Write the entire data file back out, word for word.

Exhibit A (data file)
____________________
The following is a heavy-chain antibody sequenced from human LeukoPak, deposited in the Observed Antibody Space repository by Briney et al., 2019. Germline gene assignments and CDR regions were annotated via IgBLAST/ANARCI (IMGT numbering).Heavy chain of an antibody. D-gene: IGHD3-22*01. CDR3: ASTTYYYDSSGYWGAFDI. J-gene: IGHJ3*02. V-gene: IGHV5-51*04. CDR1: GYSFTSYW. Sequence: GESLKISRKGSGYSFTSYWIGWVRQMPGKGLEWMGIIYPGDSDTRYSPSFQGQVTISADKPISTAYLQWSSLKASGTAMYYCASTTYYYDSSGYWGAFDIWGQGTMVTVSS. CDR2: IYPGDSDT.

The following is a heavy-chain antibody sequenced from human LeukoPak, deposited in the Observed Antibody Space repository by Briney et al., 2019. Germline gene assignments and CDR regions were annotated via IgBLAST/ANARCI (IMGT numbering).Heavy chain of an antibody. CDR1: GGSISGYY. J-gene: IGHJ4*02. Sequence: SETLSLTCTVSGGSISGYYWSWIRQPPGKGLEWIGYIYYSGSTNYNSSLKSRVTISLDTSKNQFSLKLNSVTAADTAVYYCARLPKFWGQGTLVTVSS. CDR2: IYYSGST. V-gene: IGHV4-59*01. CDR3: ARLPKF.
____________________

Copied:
The following is a heavy-chain antibody sequenced from human LeukoPak, deposited in the Observed Antibody Space repository by Briney et al., 2019. Germline gene assignments and CDR regions were annotated via IgBLAST/ANARCI (IMGT numbering).Heavy chain of an antibody. D-gene: IGHD3-22*01. CDR3: ASTTYYYDSSGYWGAFDI. J-gene: IGHJ3*02. V-gene: IGHV5-51*04. CDR1: GYSFTSYW. Sequence: GESLKISRKGSGYSFTSYWIGWVRQMPGKGLEWMGIIYPGDSDTRYSPSFQGQVTISADKPISTAYLQWSSLKASGTAMYYCASTTYYYDSSGYWGAFDIWGQGTMVTVSS. CDR2: IYPGDSDT.

The following is a heavy-chain antibody sequenced from human LeukoPak, deposited in the Observed Antibody Space repository by Briney et al., 2019. Germline gene assignments and CDR regions were annotated via IgBLAST/ANARCI (IMGT numbering).Heavy chain of an antibody. CDR1: GGSISGYY. J-gene: IGHJ4*02. Sequence: SETLSLTCTVSGGSISGYYWSWIRQPPGKGLEWIGYIYYSGSTNYNSSLKSRVTISLDTSKNQFSLKLNSVTAADTAVYYCARLPKFWGQGTLVTVSS. CDR2: IYYSGST. V-gene: IGHV4-59*01. CDR3: ARLPKF.